I had gotten the 1975 Gremlin called “Greta” running and had started daily driving it in 2015 (I’ve got a few posts about it). I put about 1400 miles on it and was living the life when, one night on my way home from work, the alternator light came on really bright and the car stumbled but kept going. I was sure it was going to quit on me but I made it home. First thing I did was pull the alternator and took it to the parts store to be tested. It passed. Then I started researching alternator light wiring. I replaced the pigtail to the alternator with a new one (this is an internally regulated 10si alternator). That didn’t fix it. I unwrapped the wiring in the engine bay and traced it all the way to the firewall. Didn’t find anything that looked bad. So then, in a fit of desperation, I yanked the whole friggin’ dash out of the car! 40 year old plastic is really brittle and I didn’t know how it was attached so I just kept removing fasteners I found. I ended up cracking it in a number of places. Anyway, with the dash out of the way I was able to really dig into the wiring. I cleaned all the contacts on the gauge cluster and replace the burnt out bulbs. But still the ALT light was on while running. I had checked fuses before anything else and none were burnt out but now I decided to REALLY dig into the fuse panel. First, I cleaned ALL the contacts of the panel AND the fuses. When doing this I noticed that the WRONG amp fuse was in the slot for the alternator. I also checked all the fuses for continuity (even though none of them LOOKED burnt out). Surprise, the one for the ALT light failed the continuity test even though the element was not visibly broken. I put a new fuse, of the correct amp in the panel and YES the ALT light started behaving as it was supposed to. Only problem was now the dash was in the shop on a table. The car was totally driveable without the dash shell but I just didn’t want to do it because the gauge cluster and weather eye panel would just be flopping around the whole time. So the car just sat. It took a LOT of fiberglassing to get the dash shell to be one piece again. When I was removing the crash pad ALL of the screw posts just broke off when I tried to remove the screws. Ugh… The dash pad also had a lot of bad cracks in it. I tried to fix it all but the fiberglass crack repairs made it too stiff (it needs to have some give to conform to the dash shell). And I tried to glue/fiberglass the screws posts back on but it just didn’t work. So I gave up on trying to fix that pad and looked to buy a used one. Lucked out and found a guy on the AMC Forum who had one in black and sold it to me for a reasonable price. After the shell was back together I decided to try wrapping it in vinyl. The dash was tan and I wanted to change over to black. I had bought the vinyl years ago but never ended up using it. It came out “fair” for my first attempt at doing this sort of thing. But it was good enough to install back in the car. So, after months of picking at all the other projects I have going on I managed to get the dash re-installed. I charged up the battery and drove it for a few days and thought I was home free. Then, one morning, it wouldn’t start. Hmmm… had to get to work so I drove another car. That weekend I had a little time to mess with it. I confirmed the carb was getting gas. I got it started and thought maybe I had just flooded it that morning? It needed gas so I took it to the gas station and filled it up. When I tried to restart it it didn’t want to fire. Wtf? I managed to get it running but as soon as I put it in gear and started to give it gas it wanted to die. Somehow I managed to get it rolling without stalling. I could barely touch the gas. After about a minute of driving it down the road it seemed to clear up. Made it home but just as I pulled in it stalled again and wouldn’t re-fire. I this point I decided it must be an issue with the carb. It’s got a YF single barrel on it and I have a couple extra of those carbs lying around. I had bought a rebuild kit a while ago and now it was time to do a rebuild. I decided to rebuild a carb I had on the shelf rather than pull the one on the motor. I watched videos from “Mike’s Carburetors” on youtube. He’s got a series specifically on rebuilding a YF. Went pretty well. But then instead of trying it on the car I decided to see what other options I had. I had read some disparaging things about the YFs. Didn’t know if it was true or not but poking around lead me to the Motorcraft 2100 2bbl carb upgrade a lot of Jeep guys do. I bought a 2100 “kit” from an ebay seller. The ad made it sound like it would be plug and play but of course it’s not. I have the adapter plate and carb installed but the throttle cable hook-up and throttle return spring setup will have to be custom made. This car has the throttle cable attach BELOW the exhaust manifold and then has a rod which attaches to the carb. Step on the gas and the linkage pulls the throttle DOWN. The seller adds a little “T” square piece you get at the hardware store for building shelves, to the throttle bracket on the carb. This relocates the throttle stud and was supposed to work with my existing linkage. But no dice. So, I think I’m going to remove the existing bracket underneath the exhaust manifold and make my own bracket that will attached to the intake manifold. Of course that’s going to take time and I don’t know when I’ll be able to finish up this carb swap. I really want to get it done because I’d like to have this car operational again since the Hyundai, while drive-able, is burning/leaking insane amounts of oil.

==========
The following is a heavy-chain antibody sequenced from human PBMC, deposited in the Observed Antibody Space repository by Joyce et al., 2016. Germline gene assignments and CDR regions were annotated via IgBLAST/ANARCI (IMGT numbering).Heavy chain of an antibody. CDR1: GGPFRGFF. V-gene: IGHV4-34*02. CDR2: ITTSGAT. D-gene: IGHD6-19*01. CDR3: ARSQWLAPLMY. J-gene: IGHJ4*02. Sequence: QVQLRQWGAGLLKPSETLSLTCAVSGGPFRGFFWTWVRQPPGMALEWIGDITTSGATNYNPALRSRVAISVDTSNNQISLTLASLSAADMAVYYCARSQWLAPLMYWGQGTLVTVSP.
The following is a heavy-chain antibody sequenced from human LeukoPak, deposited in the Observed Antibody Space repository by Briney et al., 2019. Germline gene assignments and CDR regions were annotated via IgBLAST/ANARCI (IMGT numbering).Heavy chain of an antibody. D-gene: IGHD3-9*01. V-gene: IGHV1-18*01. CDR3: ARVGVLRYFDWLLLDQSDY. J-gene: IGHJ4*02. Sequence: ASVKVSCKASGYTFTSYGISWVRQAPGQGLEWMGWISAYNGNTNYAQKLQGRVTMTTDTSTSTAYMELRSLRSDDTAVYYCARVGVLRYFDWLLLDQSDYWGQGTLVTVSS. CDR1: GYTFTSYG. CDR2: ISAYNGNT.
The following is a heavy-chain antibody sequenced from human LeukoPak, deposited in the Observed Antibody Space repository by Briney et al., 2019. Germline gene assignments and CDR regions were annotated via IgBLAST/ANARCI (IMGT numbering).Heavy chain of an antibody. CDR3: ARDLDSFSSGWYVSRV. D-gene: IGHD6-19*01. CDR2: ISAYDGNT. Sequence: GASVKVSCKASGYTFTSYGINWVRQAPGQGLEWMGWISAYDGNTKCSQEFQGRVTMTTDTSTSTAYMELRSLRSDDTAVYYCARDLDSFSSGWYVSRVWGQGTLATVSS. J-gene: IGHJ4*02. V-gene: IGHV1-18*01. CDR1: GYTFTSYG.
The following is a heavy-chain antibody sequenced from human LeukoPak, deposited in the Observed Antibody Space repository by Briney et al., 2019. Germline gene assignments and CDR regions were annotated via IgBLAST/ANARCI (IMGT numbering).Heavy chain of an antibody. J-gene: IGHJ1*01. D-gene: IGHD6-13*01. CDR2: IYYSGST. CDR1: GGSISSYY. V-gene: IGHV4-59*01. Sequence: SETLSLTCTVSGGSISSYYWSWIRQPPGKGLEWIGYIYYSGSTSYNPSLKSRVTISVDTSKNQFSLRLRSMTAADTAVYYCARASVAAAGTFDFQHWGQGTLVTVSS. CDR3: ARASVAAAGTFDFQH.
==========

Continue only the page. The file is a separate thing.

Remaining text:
Wrapping The Dash